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How Can People Harmed by Climate Change Be Compensated?

Should people harmed by climate change be compensated?

From typhoons and flooding to heatwaves and drought, research has shown that many disasters are already being made worse, or more likely to occur, due to climate change. Slow onset climate events like sea level rise, ocean acidification, loss of agricultural land or glacial retreat are also already taking place—sea level rise is now in the region of 3 to 4 mm per year.

All countries will be affected by climate change, but some of the most impacted countries have done very little to cause it in the first place. These countries are also often the very ones that most lack the resources needed to deal with these disasters.

The imbalance has been acknowledged by the leaders of developed countries and historic polluters, who have set up mechanisms to transfer financial support to developing countries to help them cut emissions and adapt to the consequences of climate change.

But support for another issue, known as “loss and damage,” has long been a politically fraught topic, and so far has only minimal support. The term refers to the consequences of climate change that can no longer be adapted to, explains Chikondi Chabvuta, Southern Africa region advocacy adviser at the nonprofit CARE. “It is really about reparations, and climate justice,” she says. “It's these damages that are taking place within countries in the global south that are stretching their capacity to adapt and absorb the shocks. In the end, they are left with lost communities, lost livelihoods, lost lives, that cannot be put on an adaptation program.”

The issue of finance for loss and damage blew up at the COP26 climate conference in Glasgow last month, where developing countries representing the vast majority of the world’s population supported the creation of a financial mechanism for it, but which eventually fell through. A network has been set up to support “technical assistance” for dealing with loss and damage, but rich countries such as the US have been very resistant to putting money on the table to actually help countries recover from climate disasters.

“Right now, the United Nations system has agreed to channel finance from richer countries to lower income countries so that those countries can transition to greener pathways, and so that they can become more resilient to future impacts,” Teresa Anderson, a climate policy campaigner at ActionAid, told me during COP26. “But if you're destroyed by a climate disaster, and have to pick up the pieces and rebuild and recover, then you're on your own.”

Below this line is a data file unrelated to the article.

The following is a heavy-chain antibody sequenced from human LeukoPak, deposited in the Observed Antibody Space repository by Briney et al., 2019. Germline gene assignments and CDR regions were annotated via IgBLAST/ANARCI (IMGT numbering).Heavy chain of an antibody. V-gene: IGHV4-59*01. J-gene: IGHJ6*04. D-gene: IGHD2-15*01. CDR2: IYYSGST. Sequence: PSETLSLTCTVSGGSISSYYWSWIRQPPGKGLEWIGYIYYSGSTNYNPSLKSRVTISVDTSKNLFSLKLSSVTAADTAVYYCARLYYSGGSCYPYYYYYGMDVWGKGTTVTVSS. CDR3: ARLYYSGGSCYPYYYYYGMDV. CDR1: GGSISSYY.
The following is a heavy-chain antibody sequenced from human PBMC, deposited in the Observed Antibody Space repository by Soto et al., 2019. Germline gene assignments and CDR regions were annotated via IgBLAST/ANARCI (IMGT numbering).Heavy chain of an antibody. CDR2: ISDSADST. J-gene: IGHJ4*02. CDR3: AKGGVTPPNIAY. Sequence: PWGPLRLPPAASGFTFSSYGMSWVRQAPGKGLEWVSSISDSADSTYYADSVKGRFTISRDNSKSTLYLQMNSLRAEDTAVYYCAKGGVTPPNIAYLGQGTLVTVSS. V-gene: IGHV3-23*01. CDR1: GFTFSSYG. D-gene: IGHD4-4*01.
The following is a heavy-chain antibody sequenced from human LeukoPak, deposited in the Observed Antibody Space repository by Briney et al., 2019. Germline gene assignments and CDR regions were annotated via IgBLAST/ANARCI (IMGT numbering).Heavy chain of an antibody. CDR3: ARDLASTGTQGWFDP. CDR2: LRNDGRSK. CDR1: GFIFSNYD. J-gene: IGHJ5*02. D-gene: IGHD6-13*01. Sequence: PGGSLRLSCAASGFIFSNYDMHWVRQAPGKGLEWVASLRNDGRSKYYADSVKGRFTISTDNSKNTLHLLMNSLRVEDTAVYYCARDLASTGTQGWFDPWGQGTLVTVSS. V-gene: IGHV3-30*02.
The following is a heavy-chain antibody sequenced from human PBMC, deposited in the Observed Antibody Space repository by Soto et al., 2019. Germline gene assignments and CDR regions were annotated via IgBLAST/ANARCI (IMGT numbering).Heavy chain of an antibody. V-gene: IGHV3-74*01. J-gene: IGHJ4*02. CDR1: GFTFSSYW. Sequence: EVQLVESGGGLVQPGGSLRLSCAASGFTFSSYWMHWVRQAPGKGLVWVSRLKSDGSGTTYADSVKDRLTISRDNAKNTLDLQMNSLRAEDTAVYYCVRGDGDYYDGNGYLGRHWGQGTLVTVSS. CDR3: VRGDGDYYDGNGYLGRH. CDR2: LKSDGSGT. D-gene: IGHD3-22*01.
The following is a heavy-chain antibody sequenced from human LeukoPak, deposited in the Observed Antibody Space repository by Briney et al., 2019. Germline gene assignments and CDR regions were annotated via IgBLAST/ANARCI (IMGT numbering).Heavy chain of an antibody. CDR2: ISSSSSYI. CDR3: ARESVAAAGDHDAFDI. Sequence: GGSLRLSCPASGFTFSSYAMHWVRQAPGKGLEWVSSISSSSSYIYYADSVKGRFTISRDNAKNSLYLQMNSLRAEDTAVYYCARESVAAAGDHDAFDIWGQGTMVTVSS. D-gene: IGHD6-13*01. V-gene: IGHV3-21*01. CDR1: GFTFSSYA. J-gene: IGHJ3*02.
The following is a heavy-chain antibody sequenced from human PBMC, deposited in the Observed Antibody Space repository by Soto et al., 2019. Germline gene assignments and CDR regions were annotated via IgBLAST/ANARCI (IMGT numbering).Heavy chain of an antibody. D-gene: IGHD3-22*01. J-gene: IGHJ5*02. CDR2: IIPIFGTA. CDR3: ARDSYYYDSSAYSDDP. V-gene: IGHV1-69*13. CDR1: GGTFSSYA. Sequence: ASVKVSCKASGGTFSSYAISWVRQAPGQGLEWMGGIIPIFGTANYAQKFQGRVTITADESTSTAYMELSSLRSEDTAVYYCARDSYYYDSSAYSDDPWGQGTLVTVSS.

Speaking last month at a press conference as COP26 concluded, John Kerry, the US special presidential envoy for climate, said his country remains “always thoughtful about the issue of liability.” He added: “What we think is, in the next few years, we have to work through what is this all about? How much money is needed for what? What's the legality of it?”

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Loss and damage means two things for small island states, says Sabra Noordeen, special envoy on climate change for the Maldives. “It’s the short-term immediate impacts of a natural disaster, and then there's the more slow onset events like the destruction or death of our coral reefs.”

Noorden thinks progress at COP in terms of climate movements, civil society, and the positions of the global south means there is now no going back to the historical obstructions to examining the issue. “We can't talk about climate action and climate justice without addressing loss and damage.”

But she also believes thinking about the issue only in terms of compensation or liability can make it more difficult to move these conversations forward. “Then it just feels like there's no kind of incentive for the polluter, in a sense, to invest in climate finance or mitigation other than just to make up for the losses that they've caused. It should be seen as an investment for everybody to provide climate finance that addresses adaptation and loss and damage, because it has this impact on everyone. And that's the way to move it forward.”

At COP26, Scotland broke a taboo when it offered £2 million for loss and damage, making it the first developed country to ever put forward this kind of finance. “As with anything else, if you want others to listen to your rhetoric, you must be prepared to lead by example,” said Nicola Sturgeon, First Minister of Scotland, at a press conference during the negotiations. “It is no longer excusable or acceptable to close our eyes to the loss and damage that is being done to countries around the world already.”

Chabvuta was pleased to see Scotland taking this lead. “We hope that they've created a momentum that we could carry over to COP27,” she says. “When you come from the global south, these climate negotiations are really about justice: those responsible for the damages that are being created in [our] daily lives.”

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